Sunday, May 08, 2005

i want my mommy

don't mess with my mommy.
Originally uploaded by margrocks.
never were truer words spoken.

i am a 30-year old woman, relatively self-actualized, who knows how to do "hospital corners" when i make my bed, can whip up a damn fine buttercream frosting, and is capable of safely hovering, germ-free, above the toilet seat when i pee in a public restroom, and i still do.

want my mommy that is.

(it is with a strange mixture of pleasure and guilt that i write about my mother today. pleasure, b/c i always enjoy thinking of her and how she blessed my life; guilt b/c i'm not so sure she'd like the fact that i'm simultaneously reminiscing about her while i am also nursing a hangover from the most debaucherous bacchanalia of a bachelorette party that i've ever been to. mom always fancied a little wine and a raucous laugh - perhaps i couldn't have talked her into the male strip club, but the martinis woulda been a go.)

mother's day almost slipped by this year without me even realizing it. i guess when you don't have one and ya don't have children, it kinda does that. some people who have lost their mothers acutely miss their madres on the big days - mother's day, christmas, thanksgiving, arbor day (i'm kidding). not me. i miss her most on the average days. the little days. the days when i feel extra-little and i want to call her so she can make me feel big again, or the days when i feel extra big and i just want to call her and tell her how very big and important i feel.

but i can't. i get free long distance with my cell phone service and all, but don't think that includes celestial service. ba da bum ching.

oh, stop being silly. my mother died. there. i said it.

so, i miss her and i can't call her, can't send her a card, can't send her an email.


but...she's here.

and here.

and here.

and here.

she's in my body. i see her smiling back at me when i look in the mirror. she makes herself known in my hazel eyes, the way the skin around my knuckle wrinkles, the spattering of acne that peppers my hairline during the hot summer months. she and my father reunite where my strong eyebrow meets the gentle slope of my forehead. she'll reside here in my body forever, and when i have children, i suppose she'll pack up and move some of her things into my daughter's dimples or the long legs of my lanky son.

after she died, i used to fear that not only would my mind forget her, but that my body would somehow forget her as well. i'd be left with none of her mannerisms or physical attributes. this, to my 13-year old mind, would be horrible b/c then she would really be gone...permanently. and if my body couldn't hold on to her - how the hell could my mind?

luckily, her her-ness was stamped upon the love letter that is my genetic code.

and yet, it is with a mixture of relief and fear that i have, in many ways become my mother. relief because, yes, how can i forget her when she lives in my laugh, the callouses of my feet, and the way i pluck my brows? fear, b/c what if i also got the sick parts too? the parts that had to be cut out, radiated, and killed with chemicals? the breast? the lung? the liver? the brain?

i recently had to get a baseline mammogram and sonogram of my breasts. most ladies don't have to get their first mammogram until much later, but b/c my mom was diagnosed when she was 38, they suggested i start getting yearly mammograms and sonograms when i was 30.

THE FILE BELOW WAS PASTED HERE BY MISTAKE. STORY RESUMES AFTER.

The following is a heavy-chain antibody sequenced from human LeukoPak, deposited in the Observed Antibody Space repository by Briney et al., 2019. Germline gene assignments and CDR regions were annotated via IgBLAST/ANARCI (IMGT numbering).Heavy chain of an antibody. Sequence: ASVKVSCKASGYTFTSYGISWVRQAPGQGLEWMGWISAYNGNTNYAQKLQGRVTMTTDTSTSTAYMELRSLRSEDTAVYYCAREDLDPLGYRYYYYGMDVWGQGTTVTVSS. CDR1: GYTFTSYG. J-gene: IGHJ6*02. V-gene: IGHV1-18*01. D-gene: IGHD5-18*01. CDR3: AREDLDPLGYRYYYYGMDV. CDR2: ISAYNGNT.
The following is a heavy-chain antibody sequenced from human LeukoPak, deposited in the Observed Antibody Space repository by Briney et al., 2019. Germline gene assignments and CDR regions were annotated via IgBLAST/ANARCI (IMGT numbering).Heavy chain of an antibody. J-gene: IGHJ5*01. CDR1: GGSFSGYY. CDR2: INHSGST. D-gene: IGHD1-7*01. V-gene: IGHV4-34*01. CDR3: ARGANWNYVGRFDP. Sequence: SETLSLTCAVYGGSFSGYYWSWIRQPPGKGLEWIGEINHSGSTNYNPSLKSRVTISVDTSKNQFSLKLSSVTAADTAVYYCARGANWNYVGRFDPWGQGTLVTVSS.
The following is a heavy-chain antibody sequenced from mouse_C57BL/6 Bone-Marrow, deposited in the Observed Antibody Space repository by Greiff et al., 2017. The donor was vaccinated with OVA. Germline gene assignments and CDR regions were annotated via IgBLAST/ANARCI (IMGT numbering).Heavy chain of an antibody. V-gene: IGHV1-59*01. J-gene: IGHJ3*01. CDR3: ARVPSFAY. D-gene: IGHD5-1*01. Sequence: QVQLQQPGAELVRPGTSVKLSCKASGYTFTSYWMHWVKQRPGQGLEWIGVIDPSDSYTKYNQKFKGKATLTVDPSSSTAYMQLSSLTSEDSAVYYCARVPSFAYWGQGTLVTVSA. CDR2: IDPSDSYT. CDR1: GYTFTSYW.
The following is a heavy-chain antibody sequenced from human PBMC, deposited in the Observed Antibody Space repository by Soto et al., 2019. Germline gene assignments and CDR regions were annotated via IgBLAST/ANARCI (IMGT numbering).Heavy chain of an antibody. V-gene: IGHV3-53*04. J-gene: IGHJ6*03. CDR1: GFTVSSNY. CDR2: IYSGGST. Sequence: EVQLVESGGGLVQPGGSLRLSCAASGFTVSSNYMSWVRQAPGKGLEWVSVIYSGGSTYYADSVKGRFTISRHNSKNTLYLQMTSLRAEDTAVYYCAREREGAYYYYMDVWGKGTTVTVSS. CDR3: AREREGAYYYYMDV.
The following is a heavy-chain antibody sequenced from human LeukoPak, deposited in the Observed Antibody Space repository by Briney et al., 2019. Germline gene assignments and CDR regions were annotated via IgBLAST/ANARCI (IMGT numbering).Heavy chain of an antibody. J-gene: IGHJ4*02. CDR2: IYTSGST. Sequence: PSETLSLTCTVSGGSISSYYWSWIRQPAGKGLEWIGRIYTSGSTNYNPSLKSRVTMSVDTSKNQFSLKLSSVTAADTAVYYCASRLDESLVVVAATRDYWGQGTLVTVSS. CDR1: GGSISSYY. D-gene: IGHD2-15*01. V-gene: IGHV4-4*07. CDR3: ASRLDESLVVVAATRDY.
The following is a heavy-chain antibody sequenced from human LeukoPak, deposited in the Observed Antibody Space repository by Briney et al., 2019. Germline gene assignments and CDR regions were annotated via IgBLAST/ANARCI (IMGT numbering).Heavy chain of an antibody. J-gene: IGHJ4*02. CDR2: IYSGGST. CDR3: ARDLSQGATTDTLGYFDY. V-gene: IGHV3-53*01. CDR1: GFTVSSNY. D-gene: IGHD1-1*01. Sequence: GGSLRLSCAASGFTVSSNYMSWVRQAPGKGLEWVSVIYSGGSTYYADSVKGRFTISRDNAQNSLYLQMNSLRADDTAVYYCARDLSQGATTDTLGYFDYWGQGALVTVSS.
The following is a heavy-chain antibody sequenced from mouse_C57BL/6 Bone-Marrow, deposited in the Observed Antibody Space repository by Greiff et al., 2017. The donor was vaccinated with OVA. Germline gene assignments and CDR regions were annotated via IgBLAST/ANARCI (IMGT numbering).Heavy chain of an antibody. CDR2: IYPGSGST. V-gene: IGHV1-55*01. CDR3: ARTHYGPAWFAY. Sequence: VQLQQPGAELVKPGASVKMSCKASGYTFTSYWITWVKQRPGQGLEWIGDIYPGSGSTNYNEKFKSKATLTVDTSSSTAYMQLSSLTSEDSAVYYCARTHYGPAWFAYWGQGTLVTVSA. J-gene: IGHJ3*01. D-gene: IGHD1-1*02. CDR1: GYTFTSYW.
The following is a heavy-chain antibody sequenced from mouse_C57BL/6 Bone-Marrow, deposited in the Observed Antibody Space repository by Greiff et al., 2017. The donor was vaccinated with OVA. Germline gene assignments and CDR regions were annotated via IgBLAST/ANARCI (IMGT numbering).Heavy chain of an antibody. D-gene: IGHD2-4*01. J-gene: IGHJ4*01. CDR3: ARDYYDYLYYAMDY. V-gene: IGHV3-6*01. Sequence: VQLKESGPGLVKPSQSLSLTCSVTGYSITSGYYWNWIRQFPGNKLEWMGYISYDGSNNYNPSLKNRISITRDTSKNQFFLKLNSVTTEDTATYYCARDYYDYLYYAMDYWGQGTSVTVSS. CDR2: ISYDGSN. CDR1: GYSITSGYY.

voila. i am 30. so, i went.

it was not an un-stressful event. i sat there, watching the screen as they lubed up my breasts (cold gel! can i suggest a microwave?) and performed the sonogram. of course, to the untrained eye, it looks like, well...nothing. a weblike mass, each area indistinguishable from the other. the technician finishes, and says:

"i'll be back in a few minutes. i'm going to have the doctor look at the slides, just to see if they're okay."

as a few minutes stretches to 5, then 10 and to what seems like hours, i am laying there, vulnerable in more ways than one, wondering:

am looking at a cancerous breast? a healthy breast? maybe, for lunch, i'll have a caesar salad w/ grilled chicken breast? what if it is cancerous? who will i call? dad? my brother? my best friend? will i do chemo? radiation? get a mastectomy? a radical mastectomy? can i cure it w/ nutrition? yes! spinach! lots and lots of spinach! and i'll smoke lots of pot! will i lose all of my hair? maybe i'll be hip like sinead o'connor. no. i'll look so fat as a bald person and my head is bumpy! i'll never get married now. nobody will want a bald, sick, woman with no breasts! what about kids? can i have kids? do i want kids? oh fuck, i can handle this. i'll be fine. i'll fight it. i'll do yoga. move to an ashram. no - i hate those new agey people - too much incense, not enough red meat.

and on and on and on and on and on...until the technician came back.

"zee doctor said everything is fine. you have very healthy breasts."

whew. great. fine.

i'm still scared. i know i'm happy i don't have cancer, but i know i still want to finish that phrase with the word yet.

i gotta remember...

i am not my mother. she might live inside me, and i'm happy to have her do some of the decorating, but i own the house.

all women become their mothers, that's their greatest tragedy. no man does; that's his. oscar wilde

1 comment:

Anonymous said...

wow, made me wanna cry. I have my mother still and i fear the day i have all those feelings. I am a total Mamas girl.